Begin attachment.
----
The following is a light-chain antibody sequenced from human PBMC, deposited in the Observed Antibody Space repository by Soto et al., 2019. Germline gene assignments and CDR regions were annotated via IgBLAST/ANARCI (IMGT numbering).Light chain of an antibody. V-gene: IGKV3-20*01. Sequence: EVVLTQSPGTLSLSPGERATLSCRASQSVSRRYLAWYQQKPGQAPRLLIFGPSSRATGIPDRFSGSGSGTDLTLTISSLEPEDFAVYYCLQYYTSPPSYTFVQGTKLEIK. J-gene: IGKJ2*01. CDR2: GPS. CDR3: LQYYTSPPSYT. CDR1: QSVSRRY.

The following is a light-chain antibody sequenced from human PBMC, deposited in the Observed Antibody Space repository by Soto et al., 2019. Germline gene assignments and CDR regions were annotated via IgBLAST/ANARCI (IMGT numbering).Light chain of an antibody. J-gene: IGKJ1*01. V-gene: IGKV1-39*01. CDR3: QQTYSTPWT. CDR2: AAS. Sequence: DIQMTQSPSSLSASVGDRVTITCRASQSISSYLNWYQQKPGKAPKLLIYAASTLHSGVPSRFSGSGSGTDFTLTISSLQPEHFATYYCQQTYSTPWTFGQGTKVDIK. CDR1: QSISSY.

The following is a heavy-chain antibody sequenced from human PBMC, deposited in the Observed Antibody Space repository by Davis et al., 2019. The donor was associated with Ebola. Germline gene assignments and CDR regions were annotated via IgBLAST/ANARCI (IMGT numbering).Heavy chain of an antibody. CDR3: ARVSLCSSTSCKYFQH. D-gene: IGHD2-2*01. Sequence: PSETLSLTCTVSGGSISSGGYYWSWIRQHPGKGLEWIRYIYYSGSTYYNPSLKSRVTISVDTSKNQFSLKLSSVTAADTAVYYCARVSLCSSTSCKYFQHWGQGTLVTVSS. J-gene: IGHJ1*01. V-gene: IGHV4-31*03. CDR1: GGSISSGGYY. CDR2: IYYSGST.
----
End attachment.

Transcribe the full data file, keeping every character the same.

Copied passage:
The following is a light-chain antibody sequenced from human PBMC, deposited in the Observed Antibody Space repository by Soto et al., 2019. Germline gene assignments and CDR regions were annotated via IgBLAST/ANARCI (IMGT numbering).Light chain of an antibody. V-gene: IGKV3-20*01. Sequence: EVVLTQSPGTLSLSPGERATLSCRASQSVSRRYLAWYQQKPGQAPRLLIFGPSSRATGIPDRFSGSGSGTDLTLTISSLEPEDFAVYYCLQYYTSPPSYTFVQGTKLEIK. J-gene: IGKJ2*01. CDR2: GPS. CDR3: LQYYTSPPSYT. CDR1: QSVSRRY.

The following is a light-chain antibody sequenced from human PBMC, deposited in the Observed Antibody Space repository by Soto et al., 2019. Germline gene assignments and CDR regions were annotated via IgBLAST/ANARCI (IMGT numbering).Light chain of an antibody. J-gene: IGKJ1*01. V-gene: IGKV1-39*01. CDR3: QQTYSTPWT. CDR2: AAS. Sequence: DIQMTQSPSSLSASVGDRVTITCRASQSISSYLNWYQQKPGKAPKLLIYAASTLHSGVPSRFSGSGSGTDFTLTISSLQPEHFATYYCQQTYSTPWTFGQGTKVDIK. CDR1: QSISSY.

The following is a heavy-chain antibody sequenced from human PBMC, deposited in the Observed Antibody Space repository by Davis et al., 2019. The donor was associated with Ebola. Germline gene assignments and CDR regions were annotated via IgBLAST/ANARCI (IMGT numbering).Heavy chain of an antibody. CDR3: ARVSLCSSTSCKYFQH. D-gene: IGHD2-2*01. Sequence: PSETLSLTCTVSGGSISSGGYYWSWIRQHPGKGLEWIRYIYYSGSTYYNPSLKSRVTISVDTSKNQFSLKLSSVTAADTAVYYCARVSLCSSTSCKYFQHWGQGTLVTVSS. J-gene: IGHJ1*01. V-gene: IGHV4-31*03. CDR1: GGSISSGGYY. CDR2: IYYSGST.